We haven’t heard much about Public-Private Partnerships since the days of the McDonnell administration, which touted P3s as a tool for leveraging limited state transportation funding into more road and rail construction. The problem with the McDonnell team’s reliance on P3s wasn’t the grand strategy but the execution. The tolling of the Downtown-Midtown Tunnel in Norfolk proved so controversial that the state felt compelled to cough up money to buy down the cost of the tolls. Also, the U.S. 460 Connector turned into a fiasco potentially costing the state $300 million, including $250 million in payments to the concessionaire to do nothing even though the U.S. Army Corps of Engineers had balked at issuing wetland permits for the proposed route.
Trip Pollard, staff attorney with the Southern Environmental Law Center, has been one of the most outspoken critics of Virginia’s P3s. But in a recent post on the Brookings Institution blog, he says he sees them as a potentially valuable tool to supplement public funds with private capital. Rather than throw out the P3 option, he argues, we need to build more transparency, public input and government oversight into the P3 approval process. He offers several concrete suggestions.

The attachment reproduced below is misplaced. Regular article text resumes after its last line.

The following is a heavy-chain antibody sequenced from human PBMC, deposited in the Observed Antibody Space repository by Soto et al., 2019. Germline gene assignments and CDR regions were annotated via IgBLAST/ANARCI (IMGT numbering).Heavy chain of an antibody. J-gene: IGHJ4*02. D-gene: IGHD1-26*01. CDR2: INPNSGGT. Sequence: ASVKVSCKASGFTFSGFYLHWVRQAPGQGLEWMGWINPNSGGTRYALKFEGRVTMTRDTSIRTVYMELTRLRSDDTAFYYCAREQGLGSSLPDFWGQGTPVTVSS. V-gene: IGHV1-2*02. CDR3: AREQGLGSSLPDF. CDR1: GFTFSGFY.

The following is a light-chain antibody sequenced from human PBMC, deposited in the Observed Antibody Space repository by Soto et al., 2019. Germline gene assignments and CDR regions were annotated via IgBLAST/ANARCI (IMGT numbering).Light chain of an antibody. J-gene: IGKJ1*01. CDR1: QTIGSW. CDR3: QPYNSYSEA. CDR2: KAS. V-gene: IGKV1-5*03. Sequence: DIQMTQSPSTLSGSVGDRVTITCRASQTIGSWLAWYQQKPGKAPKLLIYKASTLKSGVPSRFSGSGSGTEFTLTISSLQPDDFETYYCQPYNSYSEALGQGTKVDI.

Speaking of public engagement with P3s, here are the new “P3 Public Engagement Guidelines” released by the Office for Virginia Public-Private Partnerships. I’m not sure it’s possible to fully reconcile the private sector’s desire to negotiate in secrecy, not in the press, and the public’s right to know. But the McAuliffe administration is making a yeoman’s effort of trying to thread that needle.
Meanwhile, occasional Bacon’s Rebellion contributor Randy Salzman is still doggedly pursuing P3s. He asks a simple question: How is it possible that so many P3s have proven to be financial disasters, and why, knowing their abominable track record, do private-sector players continue to invest in them? Do the private participants engage in behind-the-curtain financial engineering that makes P3s profitable even if revenues fall short and the projects tank? He has come up with some tantalizing leads but no definitive answers. My suspicion: Follow the TIFIA loans, federally backed loan guarantees that absorb much of the risk inherent in P3 projects. What are the underwriting standards for those loans? How many have gone bad? How much in losses has the federal government sustained?
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